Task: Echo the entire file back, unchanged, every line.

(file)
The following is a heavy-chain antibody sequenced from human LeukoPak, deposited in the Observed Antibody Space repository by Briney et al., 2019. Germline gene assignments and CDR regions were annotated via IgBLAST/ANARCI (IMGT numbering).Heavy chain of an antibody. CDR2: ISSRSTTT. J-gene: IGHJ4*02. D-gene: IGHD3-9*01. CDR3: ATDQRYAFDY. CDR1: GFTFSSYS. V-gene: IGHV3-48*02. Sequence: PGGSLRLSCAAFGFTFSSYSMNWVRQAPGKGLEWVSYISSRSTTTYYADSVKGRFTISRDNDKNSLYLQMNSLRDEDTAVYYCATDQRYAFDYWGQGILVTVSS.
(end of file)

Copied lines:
The following is a heavy-chain antibody sequenced from human LeukoPak, deposited in the Observed Antibody Space repository by Briney et al., 2019. Germline gene assignments and CDR regions were annotated via IgBLAST/ANARCI (IMGT numbering).Heavy chain of an antibody. CDR2: ISSRSTTT. J-gene: IGHJ4*02. D-gene: IGHD3-9*01. CDR3: ATDQRYAFDY. CDR1: GFTFSSYS. V-gene: IGHV3-48*02. Sequence: PGGSLRLSCAAFGFTFSSYSMNWVRQAPGKGLEWVSYISSRSTTTYYADSVKGRFTISRDNDKNSLYLQMNSLRDEDTAVYYCATDQRYAFDYWGQGILVTVSS.